The Burden of Garnishments: What’s An Employer To Do?

By Michael Fagan

Garnishments may impact all employers, regardless of size, industry and geographic location.  Employers have no choice but to timely process and comply with garnishments that have been properly filed and which have complied with the legal prerequisites for attaching an employee’s wages. 

The challenge facing employers is that processing garnishments is often manually intensive because the forms vary greatly from state to state, county to county and from federal government agencies to state agencies.  The lack of uniformity of the orders that compel an employer response complicates an already burdensome process. 

The penalties for non-compliance can be severe ranging from a simple penalty and interest payment to the onerous obligation to pay the creditor the full amount it is owed.  Employers must therefore efficiently and timely process garnishments.

Faced with such a manually intensive process, employers normally take three approaches to stay out of trouble: 

  1. Subcontract the entire process to their payroll provider;

  2. Develop a large staff if volume demands and train them to process the paper, respond to the garnishments, track the deadlines within which to respond and store the paper either internally or with an external vendor;

  3. If volume is low, add processing garnishments to someone in HR and/or payroll and ask them to gain the expertise required to process, respond to timely and ensure the wages are garnished.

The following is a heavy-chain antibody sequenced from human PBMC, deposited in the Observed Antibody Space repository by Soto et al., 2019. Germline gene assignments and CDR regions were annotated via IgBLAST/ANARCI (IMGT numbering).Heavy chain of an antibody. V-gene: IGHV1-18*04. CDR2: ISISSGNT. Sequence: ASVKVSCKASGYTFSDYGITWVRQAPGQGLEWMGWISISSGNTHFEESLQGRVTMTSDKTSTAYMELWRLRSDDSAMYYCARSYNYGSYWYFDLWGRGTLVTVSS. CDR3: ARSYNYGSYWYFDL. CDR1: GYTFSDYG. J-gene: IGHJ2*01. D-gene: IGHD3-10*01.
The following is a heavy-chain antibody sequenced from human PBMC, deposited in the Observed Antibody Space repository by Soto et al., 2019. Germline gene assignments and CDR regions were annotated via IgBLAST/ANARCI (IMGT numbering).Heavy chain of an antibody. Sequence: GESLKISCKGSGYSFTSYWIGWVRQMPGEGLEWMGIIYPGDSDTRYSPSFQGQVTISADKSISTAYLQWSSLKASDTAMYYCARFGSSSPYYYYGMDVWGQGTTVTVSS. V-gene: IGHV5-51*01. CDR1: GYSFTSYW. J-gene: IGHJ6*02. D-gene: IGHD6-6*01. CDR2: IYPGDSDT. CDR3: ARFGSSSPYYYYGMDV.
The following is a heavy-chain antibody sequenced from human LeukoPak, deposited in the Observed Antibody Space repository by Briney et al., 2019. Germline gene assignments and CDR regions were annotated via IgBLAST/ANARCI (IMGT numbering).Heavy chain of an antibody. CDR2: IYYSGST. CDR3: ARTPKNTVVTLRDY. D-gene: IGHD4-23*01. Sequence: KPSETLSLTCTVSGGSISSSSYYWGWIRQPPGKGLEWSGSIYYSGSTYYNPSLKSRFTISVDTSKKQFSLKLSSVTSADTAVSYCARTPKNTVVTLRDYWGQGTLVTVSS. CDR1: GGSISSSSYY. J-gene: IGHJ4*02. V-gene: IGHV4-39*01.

Each of those options poses risks and can result in higher costs than necessary to ensure compliance.  Payroll providers are skilled at transferring funds and ensuring payment is made.  However, there is no assurance that their employees have the expertise to ensure that correct information is captured from the documentation they receive or that the garnishments occur in a timely mmner.  In addition, the payroll provider may need to receive information from or send it to systems other than payroll with which they are not integrated such as HRIS systems, to confirm that the right employee’s wages are garnished.  Internally, managing garnishments with a dedicated staff increases cost in the form of labor expense and storage costs, whether internal or external.  Asking an existing employee(s) to add garnishment processing to their regular duties risks errors because the process is still manual, but they may not possess the expertise that is gained from doing so on a full time basis.

So what is an employer to do?  Archive Systems’ FileBridge Digital technology is purpose built to automate paper intensive manual processes such as garnishments.  We work with our clients to fashion custom built processes that maximize existing technology systems, leverage the expertise of dedicated staff while automating the process in a way that streamlines the process, ensures greater adherence to deadlines, and allows the company to securely share garnishment documentation across the enterprise by simply clicking their mouse.

 

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